Monthly Archives: June 2011

Windows Azure for Web Startups

Lately I’ve been working with startups who are interested in Windows Azure, but they want to use PHP, Ruby on Rails, or Python. Sometimes they also want to use Macs for their primary development machines, and they want to retain the tools they are comfortable with (e.g., github), which are typically Unix commands.

You absolutely can use Windows Azure for PHP, Ruby on Rails, or Python web development, and you can keep your Mac and all your usual development tools for those platforms. However, there is a bit of upfront work that needs to be done to get you to that point – and currently, some of that upfront work needs to be done on a Windows machine. As this scenario becomes more and more popular, I’m pretty sure that this upfront process will get simpler and simpler (whatever Microsoft doesn’t get to, the community will).

So until we reach a point where you can be blissfully unaware of what’s happening behind the scenes to run these languages on Windows Azure, somebody on your team needs to take responsibility for understanding how it all works and how to set things up.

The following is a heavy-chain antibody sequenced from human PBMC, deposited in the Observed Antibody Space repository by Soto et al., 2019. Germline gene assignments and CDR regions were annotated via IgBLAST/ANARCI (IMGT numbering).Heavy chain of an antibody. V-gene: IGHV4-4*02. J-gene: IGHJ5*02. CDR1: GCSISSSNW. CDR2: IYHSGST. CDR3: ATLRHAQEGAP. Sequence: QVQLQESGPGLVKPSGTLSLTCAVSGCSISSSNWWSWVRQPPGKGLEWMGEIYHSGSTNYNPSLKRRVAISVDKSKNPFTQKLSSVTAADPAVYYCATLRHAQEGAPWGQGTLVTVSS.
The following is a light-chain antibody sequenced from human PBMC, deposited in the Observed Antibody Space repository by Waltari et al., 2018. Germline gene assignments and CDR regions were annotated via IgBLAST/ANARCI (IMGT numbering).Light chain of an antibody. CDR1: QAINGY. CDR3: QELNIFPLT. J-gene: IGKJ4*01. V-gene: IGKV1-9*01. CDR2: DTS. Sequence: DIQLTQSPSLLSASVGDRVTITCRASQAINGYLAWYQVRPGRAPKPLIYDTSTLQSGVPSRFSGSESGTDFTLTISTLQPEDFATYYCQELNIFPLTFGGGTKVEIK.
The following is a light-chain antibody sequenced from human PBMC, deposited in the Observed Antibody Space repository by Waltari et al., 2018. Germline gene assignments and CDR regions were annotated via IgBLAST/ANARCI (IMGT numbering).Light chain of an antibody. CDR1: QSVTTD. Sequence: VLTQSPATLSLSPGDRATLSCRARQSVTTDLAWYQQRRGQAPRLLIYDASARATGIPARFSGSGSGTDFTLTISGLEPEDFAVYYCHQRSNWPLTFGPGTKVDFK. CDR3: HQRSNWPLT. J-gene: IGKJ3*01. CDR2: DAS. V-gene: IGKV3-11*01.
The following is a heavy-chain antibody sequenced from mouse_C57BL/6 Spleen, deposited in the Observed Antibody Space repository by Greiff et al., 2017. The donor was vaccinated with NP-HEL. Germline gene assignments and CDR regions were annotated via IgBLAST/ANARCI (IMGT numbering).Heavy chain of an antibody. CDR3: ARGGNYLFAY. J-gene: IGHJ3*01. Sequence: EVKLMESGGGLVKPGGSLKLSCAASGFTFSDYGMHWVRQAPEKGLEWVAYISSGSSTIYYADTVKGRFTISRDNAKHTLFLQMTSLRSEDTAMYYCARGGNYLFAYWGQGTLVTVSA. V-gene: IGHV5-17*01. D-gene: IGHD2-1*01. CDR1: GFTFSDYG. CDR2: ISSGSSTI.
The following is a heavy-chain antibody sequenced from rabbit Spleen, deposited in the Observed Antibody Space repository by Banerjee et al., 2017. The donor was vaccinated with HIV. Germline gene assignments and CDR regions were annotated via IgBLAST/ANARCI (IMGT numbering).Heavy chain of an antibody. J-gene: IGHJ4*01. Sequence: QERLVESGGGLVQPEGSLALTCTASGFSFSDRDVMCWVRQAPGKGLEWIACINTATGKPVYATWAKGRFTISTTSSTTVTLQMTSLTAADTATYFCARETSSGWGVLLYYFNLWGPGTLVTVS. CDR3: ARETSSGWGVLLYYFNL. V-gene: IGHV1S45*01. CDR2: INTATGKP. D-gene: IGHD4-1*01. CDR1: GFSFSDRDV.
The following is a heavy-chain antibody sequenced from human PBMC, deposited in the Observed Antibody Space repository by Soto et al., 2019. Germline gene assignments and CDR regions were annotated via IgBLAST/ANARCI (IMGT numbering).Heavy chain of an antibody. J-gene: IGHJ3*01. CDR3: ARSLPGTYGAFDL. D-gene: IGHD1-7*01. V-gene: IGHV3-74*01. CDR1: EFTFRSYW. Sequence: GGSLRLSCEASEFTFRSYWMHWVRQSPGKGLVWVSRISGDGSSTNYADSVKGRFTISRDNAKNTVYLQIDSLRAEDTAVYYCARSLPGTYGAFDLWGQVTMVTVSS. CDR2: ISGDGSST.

I want to help. For simplicity, I’m going to talk about PHP for the rest of this post, but the same techniques would work for Ruby on Rails, Python, or Java (or Perl or any language that supports FastCGI and has an implementation that works on Windows Server). These concepts are useful for developers using C# or VB.NET as well, especially if you would rather use a tool like WebMatrix instead of Visual Studio.

Thanks to Bizspark, a startup can use Windows Azure for FREE for up to three years (and cheaper than retail after that). So while this might take you a couple of days to figure it out and set it up, it’s pretty worth it. This isn’t shared hosting … we’re talking a 99.9% uptime SLA and dedicated cores!

If you’re not ready to join Bizspark, go to and use promo code PFOLEY to get a free 30-day trial – no credit card required.


Windows Azure has a hierarchical model for deploying compute resources (note that I’m leaving out some details):


At the top level, you have a service, which is a logical grouping of functionality. A complex solution might have multiple different roles – a role is essentially a specific definition of a virtual machine. For any given role, you can have multiple instances running, but each instance will look the same; this is a “stateless web app” model of scalable development – data is stored in SQL Azure or in Windows Azure storage (neither is shown on this model). You want to have at least two instances running in order to get high availability. If your traffic increases, you simply up the number of instances. Windows Azure seamlessly balances load across these instances.